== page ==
Starbucks Finds Central Square a Tough Blend

There's a new blend in town, and the locals are restless.

On Dec. 2, the Starbucks Coffee Co. opened its fifth store in Cambridge since its omnipresent shops first arrived in October 1994. But unlike the previous four, which are scattered around Harvard Square, this new branch is breaking new ground in the heart of Central Square.

"Starbucks is excited to become part of the Central Square community," said Moira Murphy, district manager.

But some Central Square residents are less excited, and fear that what McDonald's did to the family diner, Starbucks may do to the traditional coffee shops that line Central Square.

Some have even taken to the streets to protest the new coffeeshop.

Jeff Duritz, a Pearl Street resident and substance-abuse counselor at a Cambridge homeless shelter, has lived in Central Square for two years. He said he did not mind the presence of the four Starbucks stores in Harvard Square, but when a new Starbucks opened at the corner of Mass. Ave. and Prospect Street, he decided to take matters into his own hands.

Duritz started the "Local Flavor League," enlisted 50 volunteers into his cause and braved the cold weather on Saturday morning to hand out leaflets encouraging consumers to "Boycott Starbucks" outside the front door of the new shop.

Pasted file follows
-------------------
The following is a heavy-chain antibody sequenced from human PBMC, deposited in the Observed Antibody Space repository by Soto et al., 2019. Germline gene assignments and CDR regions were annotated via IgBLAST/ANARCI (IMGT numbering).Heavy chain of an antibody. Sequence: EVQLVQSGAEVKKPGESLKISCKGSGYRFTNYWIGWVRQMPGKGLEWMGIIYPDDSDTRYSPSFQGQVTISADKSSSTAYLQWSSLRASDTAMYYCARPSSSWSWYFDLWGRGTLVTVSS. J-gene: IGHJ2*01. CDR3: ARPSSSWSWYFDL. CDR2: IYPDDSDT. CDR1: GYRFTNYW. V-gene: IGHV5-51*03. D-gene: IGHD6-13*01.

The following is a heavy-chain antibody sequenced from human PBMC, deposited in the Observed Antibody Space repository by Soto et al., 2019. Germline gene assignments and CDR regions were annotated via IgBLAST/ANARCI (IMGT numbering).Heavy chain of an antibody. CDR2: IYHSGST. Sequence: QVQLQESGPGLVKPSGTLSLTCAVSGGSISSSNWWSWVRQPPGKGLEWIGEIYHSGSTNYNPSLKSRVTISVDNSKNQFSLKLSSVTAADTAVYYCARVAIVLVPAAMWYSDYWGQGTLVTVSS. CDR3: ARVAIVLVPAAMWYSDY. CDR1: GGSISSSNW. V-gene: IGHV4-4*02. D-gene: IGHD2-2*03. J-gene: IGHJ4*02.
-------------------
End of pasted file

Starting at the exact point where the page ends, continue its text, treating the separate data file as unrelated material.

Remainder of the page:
"I've traveled on three different continents, and I can easily say that Central Square is a unique place," he said. "It's diverse, it's affordable, it's got character. Starbucks represents the opposite of that."

Duritz said he feared the coming of Starbucks would usher in the demise of Central Square's local flair and homegrown businesses. The square has recently been the site of controversy between developers seeking to erect new office complexes, and merchants and activists who fear the flurry of activity will lead to rising rents.

"When Starbucks comes in, property prices go up, and all of a sudden we're like everyone else--we'd be like Harvard Square," Duritz said. "We're distinctive-- we're Central Square.

Officials at Bishoff Solomon, the communications firm that has handled public relations in New England for Starbucks for the past three years, said they were surprised by the public outcry.

"It's very unusual," said Jane Bishoff, a principal and co-owner of the firm. "Starbucks has been welcomed into the New England area [in the past]."

With the addition of the Central Square branch, Starbucks now operates 55 coffee shops in the greater Boston area, with 15 in Boston itself and five in Cambridge.

The other four Starbucks coffeeshops in Cambridge are located near Harvard Square.

The oldest, at the Broadway Marketplace, was built in October 1994. The most recent, on Church Street, opened this February. The other two locations are in The Garage, on Mt. Auburn Street, and at 1662 Mass. Ave., between Harvard and Porter squares.

Pamela Miller, the manager of the new Starbucks, defended the store's ties to Central Square, nothing that 16 of the store's 18 employees--including herself-- live in the Square.

She added that the Central Square Business Association, which represents local shops, was "helpful" and "supportive" of establishing a new Starbucks location.

Keith Brown, a shift supervisor at the new coffee shop, said the Starbucks management team had taken pains to make the new branch blend into its multicultural environment.